Of Dice and Tots: Grooming the Next Generation of Gamers

As it turns out, you aren’t the only one worried that today’s touchscreen-raised kids are sterilizing their critical thinking and social skills. Enter the after school program teaching elementary school kids the benefits of competition, cooperation, revision, and back-stabbing.

Brooklyn Game Lab, created by Robert Hewitt over four years ago, sits between two public school in Park Slope, Brooklyn. Every afternoon, students grab pen-and-paper board games and swarm the rectangular tables, read the rules to each other, and play something new. The opportunities for gaming also extends outdoors. Welcome to Quest Lab, a chance to get outside, beat “monsters” in real time with foam weapons, and complete tasks to rack up athletic merits. Those merits become the store’s social currency in a long-form game, turning the retail store front of Brooklyn Game Lab into its own immersive gaming experience.

Store manager and Vassar College graduate, Leland Masek, combined his studies of economics and theater into Live-Action Role-Playing. After college, he ran escape rooms in the New York area, learning how groups of strangers were willing to come together in imaginary settings much faster than in normal settings. Eventually, Leland found himself directing kids to play along with the ultimate role play: an adult managing a store front.

When Leland introduces kids to a new board game, they are told from the beginning that “nothing is sacred.” Even after learning a new game, the kids are rewarded for questioning the game’s design, critiquing it, and making suggestions on how to improve gameplay. “Sometimes they’re right,” he said thoughtfully. One of the golden rules is that the players only do what they want. “You have the right to remove yourself and respectfully challenge every little bit” of the store’s environment, a huge responsibility and social ability most kids do not know they have outside of the store’s setting.

When kids put a certain amount of hours into running, learning, improving and designing games, they achieve the mysterious and awe-inspiring Level 7, where they then take a written test. “I feed that test to the basilisk in the basement,” Leland says plainly, “and based upon the choices they make, viewpoints they have, it stares straight in the child’s soul.” Based on how the player has interacted within the store and among their peers, the kids are then sorted into one of five major kingdoms, and welcomed into the largest youth mega game in the world, The Immortal Wars. Joining these five kingdoms shapes their social groups and “becomes a big, anticipatory moment” for players. Students are now committed to that team’s yearly team and its goals “for life,” from the Irongate Order to the RedMoon Riders.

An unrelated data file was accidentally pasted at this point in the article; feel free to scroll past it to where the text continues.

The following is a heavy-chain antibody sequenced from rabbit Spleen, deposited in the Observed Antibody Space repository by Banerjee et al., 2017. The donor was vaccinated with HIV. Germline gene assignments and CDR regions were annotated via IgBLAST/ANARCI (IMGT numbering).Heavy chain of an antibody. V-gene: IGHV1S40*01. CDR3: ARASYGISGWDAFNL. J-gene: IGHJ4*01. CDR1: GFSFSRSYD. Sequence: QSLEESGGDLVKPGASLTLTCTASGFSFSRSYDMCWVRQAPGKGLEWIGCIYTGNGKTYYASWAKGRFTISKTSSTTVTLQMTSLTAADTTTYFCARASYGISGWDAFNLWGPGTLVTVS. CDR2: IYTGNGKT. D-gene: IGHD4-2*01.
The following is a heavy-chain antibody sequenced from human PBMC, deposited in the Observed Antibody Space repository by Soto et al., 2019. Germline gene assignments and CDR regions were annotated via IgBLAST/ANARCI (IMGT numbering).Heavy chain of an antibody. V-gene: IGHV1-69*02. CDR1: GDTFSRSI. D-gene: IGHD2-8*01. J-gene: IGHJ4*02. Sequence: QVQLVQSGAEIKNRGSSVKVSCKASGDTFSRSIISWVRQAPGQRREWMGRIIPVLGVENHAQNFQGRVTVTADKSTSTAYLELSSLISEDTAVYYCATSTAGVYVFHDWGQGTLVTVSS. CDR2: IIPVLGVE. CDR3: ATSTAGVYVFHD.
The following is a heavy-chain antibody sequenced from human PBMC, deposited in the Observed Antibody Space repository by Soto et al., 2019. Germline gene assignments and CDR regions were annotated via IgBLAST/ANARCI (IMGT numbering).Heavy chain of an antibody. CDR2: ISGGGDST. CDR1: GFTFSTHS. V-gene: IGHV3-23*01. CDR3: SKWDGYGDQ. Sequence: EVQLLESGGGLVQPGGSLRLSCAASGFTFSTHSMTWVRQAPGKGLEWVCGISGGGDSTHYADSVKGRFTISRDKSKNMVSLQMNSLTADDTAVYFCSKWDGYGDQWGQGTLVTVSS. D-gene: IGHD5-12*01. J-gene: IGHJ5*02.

The Immortal Wars is displayed on a digital screen against the largest wall in the space, showing a hexagonal grid of a fantasy world. Each of the five kingdoms makes a move, and the other four kingdoms, a total of 600 other players, take turns reacting to this. Imagine Settlers of Catan, Risk, and A Song of Fire and Ice but played by elementary school kids. One team will win at the end of every year, and next season a new environment or setting will be introduced, but the five kingdoms remain, as may the grudges. Kids can even negotiate and introduce new attacks and maneuvers into the ever-developing fantasy world on conquest, alliances and betrayal. Thankfully, this behavior only bleeds into daily school life…less than half the time.

During an afternoon at the Brooklyn Game Lab, it was apparent that the kids were ravenous to jump into new games, read the rules, and comprehend them rather than be shown the rules by an adult. That kind of social agency surprised me, so I asked Leland about the effects of gaming for kids with anxiety or limited social exposure.

Leland talked about the benefits of abstracting “risk and vulnerability.” “[Within a board game or role-playing game] social rules are very explicit. What [the players] are allowed to do is very coded.” He has dealt with children from many depths of the autism spectrum, and found the Game Lab helpful in creating a matrix of social interaction. Gaming takes away the fear and shame of failure because players will always get another turn, another chance. “[The student thinks] ‘I could fail this. Realistically,” Leland continued, “you are not to blame for your character rolling [well or poorly],” Leland further explained.

Exposure to games and options gives the students agency at home as well. Brooklyn Game Labs proves that the family that nerds together herds together. The store promotes a “wonderful family gaming program,” Leland described, the “biggest direct effect is bringing the culture of board games at home. Kids [leave the store having developed] complicated and nuanced tastes in games.”

Most importantly, the kids have enough digital interaction at school and at home; when they come to Brooklyn Game Lab, they find their place at the gaming table, and then sculpt the game to fit their interests, ultimately laying out the board, and pieces of their brains, their relationships, and futures.

You can learn more at www.brooklyngamelab.com

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